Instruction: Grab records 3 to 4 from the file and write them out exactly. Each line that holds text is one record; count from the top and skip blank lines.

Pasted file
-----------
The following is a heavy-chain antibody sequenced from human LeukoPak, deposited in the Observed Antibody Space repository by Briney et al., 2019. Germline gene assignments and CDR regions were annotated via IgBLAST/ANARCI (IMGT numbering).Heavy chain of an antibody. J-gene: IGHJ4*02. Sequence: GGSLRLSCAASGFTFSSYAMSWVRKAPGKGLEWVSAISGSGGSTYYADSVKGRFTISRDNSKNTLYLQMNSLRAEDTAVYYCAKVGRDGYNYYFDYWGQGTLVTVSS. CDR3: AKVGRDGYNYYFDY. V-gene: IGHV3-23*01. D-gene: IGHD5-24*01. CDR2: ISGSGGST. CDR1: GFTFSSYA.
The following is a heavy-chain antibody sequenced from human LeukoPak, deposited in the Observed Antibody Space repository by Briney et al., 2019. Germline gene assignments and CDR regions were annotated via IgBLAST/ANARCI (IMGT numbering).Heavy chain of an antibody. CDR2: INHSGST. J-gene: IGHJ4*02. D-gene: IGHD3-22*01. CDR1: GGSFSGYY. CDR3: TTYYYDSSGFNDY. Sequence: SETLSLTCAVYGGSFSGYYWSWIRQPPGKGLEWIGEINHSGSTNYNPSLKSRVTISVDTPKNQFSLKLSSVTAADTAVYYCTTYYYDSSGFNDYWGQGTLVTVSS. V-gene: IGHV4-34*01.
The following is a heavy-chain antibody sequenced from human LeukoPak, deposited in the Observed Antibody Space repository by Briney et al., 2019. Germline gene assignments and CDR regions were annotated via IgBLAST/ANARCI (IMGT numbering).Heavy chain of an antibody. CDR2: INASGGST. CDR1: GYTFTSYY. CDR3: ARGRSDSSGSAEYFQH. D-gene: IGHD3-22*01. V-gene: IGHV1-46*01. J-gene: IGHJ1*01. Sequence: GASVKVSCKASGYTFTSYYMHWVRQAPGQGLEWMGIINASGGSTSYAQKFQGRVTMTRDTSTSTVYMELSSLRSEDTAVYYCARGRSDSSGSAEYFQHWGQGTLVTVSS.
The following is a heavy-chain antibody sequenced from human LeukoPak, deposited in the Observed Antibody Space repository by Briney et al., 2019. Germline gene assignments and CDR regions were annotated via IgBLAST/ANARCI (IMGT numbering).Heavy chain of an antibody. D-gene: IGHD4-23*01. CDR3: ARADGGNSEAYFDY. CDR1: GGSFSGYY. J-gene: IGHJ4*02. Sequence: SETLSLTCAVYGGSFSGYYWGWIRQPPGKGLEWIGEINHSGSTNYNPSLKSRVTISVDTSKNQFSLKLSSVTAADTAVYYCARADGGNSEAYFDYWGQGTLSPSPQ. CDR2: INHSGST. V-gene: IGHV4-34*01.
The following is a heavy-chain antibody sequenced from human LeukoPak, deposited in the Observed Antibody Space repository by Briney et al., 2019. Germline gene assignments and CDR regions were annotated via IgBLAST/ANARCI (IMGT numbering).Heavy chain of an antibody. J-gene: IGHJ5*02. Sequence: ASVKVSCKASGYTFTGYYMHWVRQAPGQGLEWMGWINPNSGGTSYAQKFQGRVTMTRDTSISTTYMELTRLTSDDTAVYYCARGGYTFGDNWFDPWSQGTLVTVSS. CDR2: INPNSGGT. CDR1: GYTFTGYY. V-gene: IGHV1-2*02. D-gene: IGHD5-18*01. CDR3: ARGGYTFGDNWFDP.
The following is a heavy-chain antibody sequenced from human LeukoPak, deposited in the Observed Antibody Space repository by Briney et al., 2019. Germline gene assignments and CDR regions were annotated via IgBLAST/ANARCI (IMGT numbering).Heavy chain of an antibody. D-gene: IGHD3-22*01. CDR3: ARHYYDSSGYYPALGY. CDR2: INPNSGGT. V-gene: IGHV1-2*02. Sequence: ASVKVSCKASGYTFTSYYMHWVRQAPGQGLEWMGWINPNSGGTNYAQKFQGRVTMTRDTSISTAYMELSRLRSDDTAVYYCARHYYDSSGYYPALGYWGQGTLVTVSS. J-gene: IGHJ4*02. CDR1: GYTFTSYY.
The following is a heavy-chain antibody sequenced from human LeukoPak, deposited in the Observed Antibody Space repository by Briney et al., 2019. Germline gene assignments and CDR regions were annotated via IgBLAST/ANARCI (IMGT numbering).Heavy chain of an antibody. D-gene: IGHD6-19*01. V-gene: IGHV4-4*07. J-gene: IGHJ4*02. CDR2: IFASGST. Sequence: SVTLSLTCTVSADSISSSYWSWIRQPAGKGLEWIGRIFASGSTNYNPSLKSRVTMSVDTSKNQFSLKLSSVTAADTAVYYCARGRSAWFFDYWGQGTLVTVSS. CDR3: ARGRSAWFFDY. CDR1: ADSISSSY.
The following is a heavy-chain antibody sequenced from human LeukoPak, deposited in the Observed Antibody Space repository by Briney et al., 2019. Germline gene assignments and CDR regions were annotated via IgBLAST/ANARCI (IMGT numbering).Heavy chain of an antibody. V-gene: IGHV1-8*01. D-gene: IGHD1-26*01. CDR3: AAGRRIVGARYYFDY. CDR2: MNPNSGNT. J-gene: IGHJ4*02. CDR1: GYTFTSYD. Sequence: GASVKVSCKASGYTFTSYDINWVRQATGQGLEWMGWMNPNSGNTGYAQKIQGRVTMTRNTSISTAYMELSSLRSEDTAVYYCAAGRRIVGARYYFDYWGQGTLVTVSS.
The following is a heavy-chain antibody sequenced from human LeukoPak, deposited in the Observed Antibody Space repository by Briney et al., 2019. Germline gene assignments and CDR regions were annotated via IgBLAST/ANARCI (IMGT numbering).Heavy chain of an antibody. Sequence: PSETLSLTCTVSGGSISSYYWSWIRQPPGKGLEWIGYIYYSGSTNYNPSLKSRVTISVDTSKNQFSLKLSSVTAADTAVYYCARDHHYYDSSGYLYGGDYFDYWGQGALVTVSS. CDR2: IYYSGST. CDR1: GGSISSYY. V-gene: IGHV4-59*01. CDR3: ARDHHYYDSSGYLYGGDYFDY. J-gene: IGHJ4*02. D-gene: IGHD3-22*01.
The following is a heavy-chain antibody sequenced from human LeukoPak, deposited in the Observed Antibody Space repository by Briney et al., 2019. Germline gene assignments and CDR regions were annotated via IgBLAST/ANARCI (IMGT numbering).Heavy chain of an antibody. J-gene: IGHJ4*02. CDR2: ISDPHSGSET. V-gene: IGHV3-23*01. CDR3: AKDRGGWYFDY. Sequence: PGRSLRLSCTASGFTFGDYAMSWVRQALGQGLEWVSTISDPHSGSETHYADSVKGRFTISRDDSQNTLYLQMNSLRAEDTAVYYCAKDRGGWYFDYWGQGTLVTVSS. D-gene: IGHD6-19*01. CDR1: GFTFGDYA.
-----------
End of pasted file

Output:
The following is a heavy-chain antibody sequenced from human LeukoPak, deposited in the Observed Antibody Space repository by Briney et al., 2019. Germline gene assignments and CDR regions were annotated via IgBLAST/ANARCI (IMGT numbering).Heavy chain of an antibody. CDR2: INASGGST. CDR1: GYTFTSYY. CDR3: ARGRSDSSGSAEYFQH. D-gene: IGHD3-22*01. V-gene: IGHV1-46*01. J-gene: IGHJ1*01. Sequence: GASVKVSCKASGYTFTSYYMHWVRQAPGQGLEWMGIINASGGSTSYAQKFQGRVTMTRDTSTSTVYMELSSLRSEDTAVYYCARGRSDSSGSAEYFQHWGQGTLVTVSS.
The following is a heavy-chain antibody sequenced from human LeukoPak, deposited in the Observed Antibody Space repository by Briney et al., 2019. Germline gene assignments and CDR regions were annotated via IgBLAST/ANARCI (IMGT numbering).Heavy chain of an antibody. D-gene: IGHD4-23*01. CDR3: ARADGGNSEAYFDY. CDR1: GGSFSGYY. J-gene: IGHJ4*02. Sequence: SETLSLTCAVYGGSFSGYYWGWIRQPPGKGLEWIGEINHSGSTNYNPSLKSRVTISVDTSKNQFSLKLSSVTAADTAVYYCARADGGNSEAYFDYWGQGTLSPSPQ. CDR2: INHSGST. V-gene: IGHV4-34*01.